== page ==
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In Memoriam: Daniel G. Calder (1939-1994)


A Remembrance by Robert E. Bjork, Arizona State University

Daniel G. Calder died on August 2, 1994, from complications of AIDS. He was 55. He is survived by his companion of twenty-eight years, Joseph Turk of Sherman Oaks, California; by his parents, Margaret and Gillmore Calder of Campobello Island, New Brunswick; and by his cousin, Ann B. Eldridge of Santa Barbara, California. And he is and will continue to be deeply missed by scores of friends, colleagues, and students.

Born in Lubec, Maine, on February 10, 1939, Calder earned a B.A. from Bowdoin College (1960) and an M.A. in theater and English from the University of Iowa (1962). He then returned to Bowdoin, where he was an instructor from 1962 to 1964 before entering the doctoral program at Indiana University. He received his Ph.D. in 1969, taught at the University of Washington from 1969 to 1971, and finally moved to the University of California, Los Angeles. There he quickly established himself as an extremely rigorous but equally fair teacher as well as a judicious and trusted leader among the faculty. He filled various administrative posts within the English Department before serving as chair from 1983 to 1990, a period of tremendous growth in the department's strength and stature. In addition, he served as Associate Dean of the School of Theater, Film, and Television, during its establishment as a professional school, and as Acting Dean of the Division of Humanities in the College of Letters and Sciences.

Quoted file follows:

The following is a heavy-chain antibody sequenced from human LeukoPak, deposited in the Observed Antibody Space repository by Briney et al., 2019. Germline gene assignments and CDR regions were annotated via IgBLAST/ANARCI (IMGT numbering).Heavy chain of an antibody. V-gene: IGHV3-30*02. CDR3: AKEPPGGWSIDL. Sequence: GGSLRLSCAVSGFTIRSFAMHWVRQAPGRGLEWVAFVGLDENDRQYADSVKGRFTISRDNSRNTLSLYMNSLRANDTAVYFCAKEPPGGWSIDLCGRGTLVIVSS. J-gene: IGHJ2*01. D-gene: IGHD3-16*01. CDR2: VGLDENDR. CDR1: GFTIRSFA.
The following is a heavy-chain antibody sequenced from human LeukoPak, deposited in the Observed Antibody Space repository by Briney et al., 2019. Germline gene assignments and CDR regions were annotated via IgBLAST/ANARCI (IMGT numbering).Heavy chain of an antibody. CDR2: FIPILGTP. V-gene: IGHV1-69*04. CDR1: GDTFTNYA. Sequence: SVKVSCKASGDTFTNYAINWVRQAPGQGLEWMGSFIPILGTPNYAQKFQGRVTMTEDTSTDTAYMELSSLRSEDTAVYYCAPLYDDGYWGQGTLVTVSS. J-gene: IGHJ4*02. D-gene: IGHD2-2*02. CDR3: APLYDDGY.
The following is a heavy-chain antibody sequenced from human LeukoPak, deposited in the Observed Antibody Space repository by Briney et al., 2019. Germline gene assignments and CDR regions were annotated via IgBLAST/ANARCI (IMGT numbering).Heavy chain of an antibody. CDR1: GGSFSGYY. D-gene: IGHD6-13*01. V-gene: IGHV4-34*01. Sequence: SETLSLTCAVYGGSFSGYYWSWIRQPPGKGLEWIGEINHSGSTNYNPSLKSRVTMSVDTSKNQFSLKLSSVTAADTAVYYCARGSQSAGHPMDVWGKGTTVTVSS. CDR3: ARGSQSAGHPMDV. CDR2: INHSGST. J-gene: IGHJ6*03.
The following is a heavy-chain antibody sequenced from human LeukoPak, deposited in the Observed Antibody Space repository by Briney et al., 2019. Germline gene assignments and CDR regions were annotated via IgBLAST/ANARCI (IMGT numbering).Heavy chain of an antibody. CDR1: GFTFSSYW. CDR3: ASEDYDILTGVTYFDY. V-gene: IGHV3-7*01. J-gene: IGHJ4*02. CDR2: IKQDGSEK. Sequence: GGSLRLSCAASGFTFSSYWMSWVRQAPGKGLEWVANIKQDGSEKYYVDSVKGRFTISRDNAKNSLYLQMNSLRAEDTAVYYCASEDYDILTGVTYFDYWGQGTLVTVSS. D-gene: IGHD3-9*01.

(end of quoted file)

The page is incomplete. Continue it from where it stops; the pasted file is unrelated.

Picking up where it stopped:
Calder's scholarship is wide-ranging, well-respected, and often-referred to among Anglo-Saxonists. He was the initiator and co-translator of two standard reference works in the field, Sources and Analogues of Old English Poetry: The Major Latin Texts in Translation with Michael J.B. Allen (1976) and Sources and Analogues of Old English Poetry II: The Major Germanic and Celtic Texts in Translation with Robert E. Bjork, Patrick K. Ford, and Daniel F. Melia (1983). He also edited Old English Poetry: Essays on Style (1979), authored Cynewulf (1981), co-authored A New Critical History of Old English Literature with Stanley B. Greenfield (1986), and co-edited Germania: Comparative Studies in the Old Germanic Languages and Literatures with T. Craig Christy (1988). He wrote a number of articles on Old English poems as well, Beowulf, The Phoenix, The Wanderer, and The Seafarer among them, served on the editorial board of Anglo-Saxon England, and was the founding Executive Director of the International Society of Anglo-Saxonists.

In recent years, Calder was keenly interested in the development of gay and lesbian studies at UCLA. Much of his professional activity centered around furthering the recognition of the field as a legitimate and important area of scholarly endeavor. Besides teaching numerous seminars in gay literature, he co-taught an introductory course in gay and lesbian studies and was one of the founder'S of UCLA's Gay and Lesbian Faculty and Staff Network. Before his death, he was working on a study of contemporary gay fiction. His distinguished contributions to Anglo-Saxon studies, gay and lesbian studies, and academic administration have had an abiding impact on us all: his humanity, humor, and compassion on more than a few of us.